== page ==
Updated from 12:08 P.M. to include facts about declining EBITDA, total headcount, and slowing revenue growth.
NEW YORK (TheStreet) -- Over the last two weeks, I have spoken out in favor of Yahoo! (YHOO) accepting a buyout offer from either Alibaba or SoftBank, as well as why I believe Marissa Mayer must not stand in the way of such a transaction even though it's against her own self-interest.
I have laid out the self-inflicted mistakes I perceive she has made over the course of her tenure as CEO:
- Hiring and firing Henrique De Castro as COO and head of sales.
- Instead of laying off excess employees, she has increased headcount at Yahoo!. At the end of the second quarter, Yahoo!'s total headcount increased 5% versus the prior year to approximately 12,200 employees.
- None of the $2 billion in acquisitions she has made to date are reflected in the value ascribed by investors to the core business, which suggests she will continue to make value-destroying acquisitions after receiving the Alibaba IPO stake sale cash. Second quarter revenue came in at $1.084 billion, down from $1.135 billion in second quarter of 2013.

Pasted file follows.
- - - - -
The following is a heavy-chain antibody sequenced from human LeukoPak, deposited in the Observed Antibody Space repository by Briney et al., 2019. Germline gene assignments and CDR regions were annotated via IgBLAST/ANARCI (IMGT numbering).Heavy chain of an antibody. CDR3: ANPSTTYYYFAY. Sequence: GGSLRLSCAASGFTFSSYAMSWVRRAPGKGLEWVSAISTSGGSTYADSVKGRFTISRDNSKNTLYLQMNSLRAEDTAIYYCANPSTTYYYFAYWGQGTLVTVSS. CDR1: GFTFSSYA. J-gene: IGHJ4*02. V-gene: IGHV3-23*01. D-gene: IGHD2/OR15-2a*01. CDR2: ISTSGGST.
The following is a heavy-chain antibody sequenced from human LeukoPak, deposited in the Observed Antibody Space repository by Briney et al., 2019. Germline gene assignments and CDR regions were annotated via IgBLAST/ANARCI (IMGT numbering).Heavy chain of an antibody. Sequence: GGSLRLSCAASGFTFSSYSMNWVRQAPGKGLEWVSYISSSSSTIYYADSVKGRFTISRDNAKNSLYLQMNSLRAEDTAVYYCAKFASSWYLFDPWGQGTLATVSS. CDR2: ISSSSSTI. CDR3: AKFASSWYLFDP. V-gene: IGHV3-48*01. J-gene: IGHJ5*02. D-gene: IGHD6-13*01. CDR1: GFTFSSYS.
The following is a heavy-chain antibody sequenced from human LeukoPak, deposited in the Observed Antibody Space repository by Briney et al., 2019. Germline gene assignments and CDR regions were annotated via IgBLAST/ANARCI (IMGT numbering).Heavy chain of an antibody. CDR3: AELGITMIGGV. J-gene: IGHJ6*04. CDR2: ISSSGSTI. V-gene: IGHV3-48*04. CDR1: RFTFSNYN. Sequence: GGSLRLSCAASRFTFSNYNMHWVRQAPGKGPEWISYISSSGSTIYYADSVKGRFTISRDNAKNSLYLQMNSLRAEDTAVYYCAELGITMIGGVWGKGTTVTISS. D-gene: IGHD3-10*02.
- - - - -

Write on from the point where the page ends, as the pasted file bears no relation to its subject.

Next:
- The fact that she has hyped mobile user growth for Yahoo!, even though it would have happened anyway given the secular move of desktop users to mobile, and she likely doesn't discuss mobile monetization because it's very poor. On the second quarter earnings call, CFO Ken Goldman said Yahoo! has "given the exact percentage" of how much revenue comes from mobile, but did note "it is meaningful."
- She has rewarded herself and her management team with excessive stock compensation in the facing of declining earnings before interest, taxes, depreciation and amortization (EBITDA). During the quarter, the company recognized $340 million in Adjusted EBITDA, down from $369 million in the second quarter of 2013, despite monetizing a portion of the company's patent portfolio.